The jogs became more frequent and Pauline decided her next step would be to join the gym. Starting out with one session a week, she gradually built up her confidence enough to try weight training. Improving her physical strength helped her feel mentally stronger too.
This is when Pauline began thinking more broadly about her wellbeing. She improved her diet and decided to try a meditation app, which turned out to be a game-changer.
“I didn’t know that sitting still and doing nothing for ten minutes could have such a big impact on my mind,” she says. During her daily sessions, Pauline learnt new coping mechanisms: “The app I use has lessons at the end of each practice,” she explains, “they are like snippets of wisdom for dealing with negative emotions.”
You got a friend in me
The meditation app also has a Facebook group associated with it, with members supporting each other.
“Having a positive and empowering network makes all the difference,” she says. It has been an uplifting experience being able to use social media as a positive tool, rather than the anxiety-producing trigger it used to be.
All this made such a difference that she actually found her third year at uni less stressful than her first year.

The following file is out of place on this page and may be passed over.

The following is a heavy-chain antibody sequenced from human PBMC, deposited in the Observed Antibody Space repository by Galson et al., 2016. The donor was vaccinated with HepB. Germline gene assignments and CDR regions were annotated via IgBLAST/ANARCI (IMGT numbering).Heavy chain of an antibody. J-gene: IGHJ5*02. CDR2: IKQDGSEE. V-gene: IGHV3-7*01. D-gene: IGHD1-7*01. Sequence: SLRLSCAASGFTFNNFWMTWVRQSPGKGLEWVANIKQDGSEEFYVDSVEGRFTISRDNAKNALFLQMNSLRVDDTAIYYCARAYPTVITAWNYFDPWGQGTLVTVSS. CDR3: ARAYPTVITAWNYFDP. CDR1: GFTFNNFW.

Since finishing university, Pauline has been balancing a day job with freelance coding work. She has found that having an hour of ‘me’ time in the morning makes her day much more productive, and the meditation techniques she’s learnt help her keep things in perspective.
Her confidence has also increased greatly – she now feels able to speak up about her ideas and opinions, and has delivered several speeches sharing her passion for the tech industry.
Facing her biggest audience to date, at the Inspire Women in Tech conference, she found that knowing she’s had the strength to get through a very bad time in the past gave her a boost, emphasising how far she has come.
- Listen to yourself! It’s all about balance. If there’s a night when you just need to rest, then do it. It’s all about self-awareness
- Take a step back from social media if it’s bringing you down. FOMO can be overwhelming on top of everything else you’re juggling in your life
- Find a community of like-minded people who will support you. We need to have more open conversations about mental health.
If you need support
You should always tell someone about the things you’re worried about. You can tell a friend, parent, guardian, teacher or other trusted adult. If you are struggling with your mental health, going to your GP can be a good place to start to find help. Your GP can let you know what support is available to you, suggest different types of treatment and offer regular check-ups to see how you’re doing.
If you are in need of in-the-moment support you can contact Shout 85258, a free, 24/7 text messenger support service for anyone in the UK. Text the word “SHOUT” or “YM” to 85258 to start a conversation.
There are more links to helpful organisations on BBC Action Line.